Most recently, in Tibor-Trans/DAF Trucks (C-451/18), the CJEU has taken this approach even a step further. The CJEU found that a claimant could only sue a cartelist for damages in another Member State than the one of domicile if this Member State was located within the geographic market affected by the cartel. According to the CJEU, this restrictive approach is necessary to hold up conformity with the effects doctrine established in Article 6(3)(a) of the Rome II-Regulation [8] and to ensure predictability for the defendant. According to the CJEU, a cartelist must only expect to be sued in jurisdictions, which were affected by its anti-competitive conduct. Consequently, it is no longer relevant where the claimant suffered the damage.  

    In Tibor-Trans/DAF Trucks (C-451/18) this approach had no impact on the jurisdiction of the Hungarian court because the anti-competitive conduct related to the EEA and thus also to Hungary, where the claimant suffered damage. However, particularly in cases of national of regional cartels, claimants could be denied jurisdiction in their home country based on this new approach. In view of the large number of cartel damages claims currently pending before European courts, it is only a matter of time until the CJEU will get the opportunity to comment on the divergence between the affected market and the place where the damage occurred.

  • Joint and Several Liability

    Finally, the CJEU confirmed that the principles of joint and several liability also apply in relation to indirect customers. Tibor-Trans could therefore sue DAF Trucks although it had not purchased any DAF trucks but only trucks from other manufacturers that participated in the cartel. It is up to DAF Trucks to take recourse against its fellow cartelists.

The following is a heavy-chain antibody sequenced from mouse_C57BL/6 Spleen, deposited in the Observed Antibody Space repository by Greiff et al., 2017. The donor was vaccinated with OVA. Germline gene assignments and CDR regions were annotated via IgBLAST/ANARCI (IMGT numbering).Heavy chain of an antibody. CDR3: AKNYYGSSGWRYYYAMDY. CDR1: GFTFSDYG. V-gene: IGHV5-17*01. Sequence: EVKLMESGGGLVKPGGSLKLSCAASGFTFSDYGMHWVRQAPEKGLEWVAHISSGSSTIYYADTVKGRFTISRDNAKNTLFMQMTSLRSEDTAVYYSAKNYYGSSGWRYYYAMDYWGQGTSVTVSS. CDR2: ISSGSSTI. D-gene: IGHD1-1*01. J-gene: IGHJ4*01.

[1] CJEU, C-451/18 – Tibor-Trans/DAF Trucks

[2] Regulation (EU) No 1215/2012

[3] CJEU, C-228/11 – Melzer

[4] CJEU, C-352/13 – CDC Hydrogen Peroxide

[5] CJEU, C-189/08 – Zuid-Chemie

[6] CJEU, C-27/17 – flyLAL

[7] Treaty on the Functioning of the European Union [8] Regulation (EC) No 864/2007


Christian Horstkotte heads Baker McKenzie's German/Austrian antitrust practice and is based in the Firm's Dusseldorf office. Christian has 18 years' experience advising on antitrust and competition law. He regularly lectures and has articles published. Christian is an active member of the German Association of Antitrust Lawyers and is listed as a leading antitrust lawyer in various publications and rankings, e.g., Chambers, GCR, JUVE, The Legal 500 and Wirtschaftswoche. He is described as one of the leading antitrust lawyers of the younger generation (JUVE 2018/19). Christian joined Baker McKenzie in 2011 as a partner. Prior to that, he practised in Freshfields Bruckhaus Deringer's Brussels and Dusseldorf offices. Before qualifying as a lawyer, he worked at a major German bank in Frankfurt. Christian completed his legal education at the universities of Berlin, Bologna and Goettingen.


Dr. Anja Palatzke is a senior associate and a member of Baker McKenzie's Antitrust & Competition Practice Group in Dusseldorf. Prior to joining Baker McKenzie in September 2015, she was a member of the antitrust and competition law team of a German law firm that focuses on competition and corporate law. Anja has completed a PhD thesis on European competition law.